To educate and excite people about nature, Indigenous knowledge and culture, the Louis Bull Tribe is hard at work creating a publicly accessible, outdoor educational experience. Read more about this 2020 Watershed Stewardship Grant recipient and their project to connect people to the land.
Situated south west of Wetaskiwin, the Louis Bull Tribe (LBT), a First Nations band government, is one of the four nations of Maskwacis. In 2020, LBT received funding from the Watershed Stewardship Grant for their Living Classroom project which will facilitate the opening of an educational, outdoor experience.
The outdoor classroom, located within the reserve and accessible to all, will enable people to experience the wandering trails through the transition between prairie uplands, riparian vegetation and wetland water bodies. Throughout the classroom, interactive signage will inform visitors of the importance of these habitats for watershed health, promoting knowledge and stewardship. Additionally, the signage will feature local artisans while incorporating traditional, Indigenous knowledge, providing a heightened level of understanding and connection to the land.
The project has been highly collaborative and LBT has worked closely with Solstice Environmental, the Battle River Watershed Alliance and the First Nations Technical Services Advisory Group who have provided content for the signage and drone photography to mark the trail.
“This project is a really great opportunity for reconciliation in the County of Wetaskiwin,” shares Melanie Daniels, Consultation Coordinator with Louis Bull Tribe. “It’s a good opportunity to open our doors to students from Ponoka, Wetaskiwin and Maskwacis and share how Indigenous knowledge can support western science.”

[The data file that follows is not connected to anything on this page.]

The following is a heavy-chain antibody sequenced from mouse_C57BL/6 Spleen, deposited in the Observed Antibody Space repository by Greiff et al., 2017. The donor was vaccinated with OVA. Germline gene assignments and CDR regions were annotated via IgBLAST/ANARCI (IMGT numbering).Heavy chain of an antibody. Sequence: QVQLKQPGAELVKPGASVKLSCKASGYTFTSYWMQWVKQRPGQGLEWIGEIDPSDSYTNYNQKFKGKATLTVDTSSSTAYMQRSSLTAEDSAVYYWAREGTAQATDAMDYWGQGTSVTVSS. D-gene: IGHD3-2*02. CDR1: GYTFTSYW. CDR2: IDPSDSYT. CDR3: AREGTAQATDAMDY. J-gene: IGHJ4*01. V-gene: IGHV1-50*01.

This experiential classroom inspires a greater appreciation and understanding of the importance of the LBT lands within the Battle River Watershed and engages youth in the field of science. As the first aboriginal woman to receive a biology degree from the University of Alberta, and with numbers still disproportionately low, Melanie is keenly aware of the importance of encouraging Indigenous youth to pursue careers in science, engineering, technology and mathematics (STEM).
Less than 2% of people working in STEM occupations are Indigenous.
“For a very long time, the education system imposed on First Nation’s students has been steered towards social work, Indigenous studies, the arts, etc.,” explains Melanie. “We’ve experienced a transition away from the study of sciences which is intrinsic to our people and culture.”
A core goal of this project is to find new ways to engage First Nation students in science and technology. Through LBT’s work, they hope to inspire and spark interest in STEM careers with Indigenous youth in their community and across Alberta.
But the project and LBT’s efforts reflect something deeper, which is a desire to change the light in which Indigenous communities are viewed.
“Often, First Nations are dealing with pressing social impacts and we sadly, have high mortality rates, domestic violence and other social issues,” says Melanie. “This project is a way to showcase that we are eager to work with others and contribute to the protection of the environment, both within our own reserves and outside of them.”
Even amid COVID-19 setbacks, work on the project has been ongoing and the outdoor classroom is slated to be open by National Indigenous Peoples Day (June 21) next year, with a grand opening and watershed discovery day to be hosted in the summer of 2021.
Stay tuned for the opening ceremony and learn more about LBT and their conservation work.
In addition to the Living Classroom the LBT is also currently spearheading a Lands for Prosperity Project that will transform 4,500 hectares of off-reserve land to regenerative agriculture, effectively protecting and restoring wetlands, enriching soils, and improving watershed ecological services.